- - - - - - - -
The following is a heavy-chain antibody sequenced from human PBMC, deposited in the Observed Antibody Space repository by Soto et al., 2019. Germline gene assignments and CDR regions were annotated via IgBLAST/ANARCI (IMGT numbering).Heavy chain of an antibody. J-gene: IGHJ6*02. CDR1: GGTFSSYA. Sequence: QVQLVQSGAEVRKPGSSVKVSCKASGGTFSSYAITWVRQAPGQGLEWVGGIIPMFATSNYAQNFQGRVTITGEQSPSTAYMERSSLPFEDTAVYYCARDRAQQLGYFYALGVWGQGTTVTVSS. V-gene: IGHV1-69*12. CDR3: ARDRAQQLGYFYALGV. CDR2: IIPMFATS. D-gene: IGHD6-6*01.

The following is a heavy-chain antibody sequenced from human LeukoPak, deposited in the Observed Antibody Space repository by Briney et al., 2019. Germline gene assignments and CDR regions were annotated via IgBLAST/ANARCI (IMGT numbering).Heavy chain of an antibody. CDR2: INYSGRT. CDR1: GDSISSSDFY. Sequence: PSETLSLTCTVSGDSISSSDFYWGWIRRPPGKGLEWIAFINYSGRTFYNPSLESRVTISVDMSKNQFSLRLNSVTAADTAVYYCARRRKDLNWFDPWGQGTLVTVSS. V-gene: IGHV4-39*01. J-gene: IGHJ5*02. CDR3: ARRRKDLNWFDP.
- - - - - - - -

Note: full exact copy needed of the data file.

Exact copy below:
The following is a heavy-chain antibody sequenced from human PBMC, deposited in the Observed Antibody Space repository by Soto et al., 2019. Germline gene assignments and CDR regions were annotated via IgBLAST/ANARCI (IMGT numbering).Heavy chain of an antibody. J-gene: IGHJ6*02. CDR1: GGTFSSYA. Sequence: QVQLVQSGAEVRKPGSSVKVSCKASGGTFSSYAITWVRQAPGQGLEWVGGIIPMFATSNYAQNFQGRVTITGEQSPSTAYMERSSLPFEDTAVYYCARDRAQQLGYFYALGVWGQGTTVTVSS. V-gene: IGHV1-69*12. CDR3: ARDRAQQLGYFYALGV. CDR2: IIPMFATS. D-gene: IGHD6-6*01.

The following is a heavy-chain antibody sequenced from human LeukoPak, deposited in the Observed Antibody Space repository by Briney et al., 2019. Germline gene assignments and CDR regions were annotated via IgBLAST/ANARCI (IMGT numbering).Heavy chain of an antibody. CDR2: INYSGRT. CDR1: GDSISSSDFY. Sequence: PSETLSLTCTVSGDSISSSDFYWGWIRRPPGKGLEWIAFINYSGRTFYNPSLESRVTISVDMSKNQFSLRLNSVTAADTAVYYCARRRKDLNWFDPWGQGTLVTVSS. V-gene: IGHV4-39*01. J-gene: IGHJ5*02. CDR3: ARRRKDLNWFDP.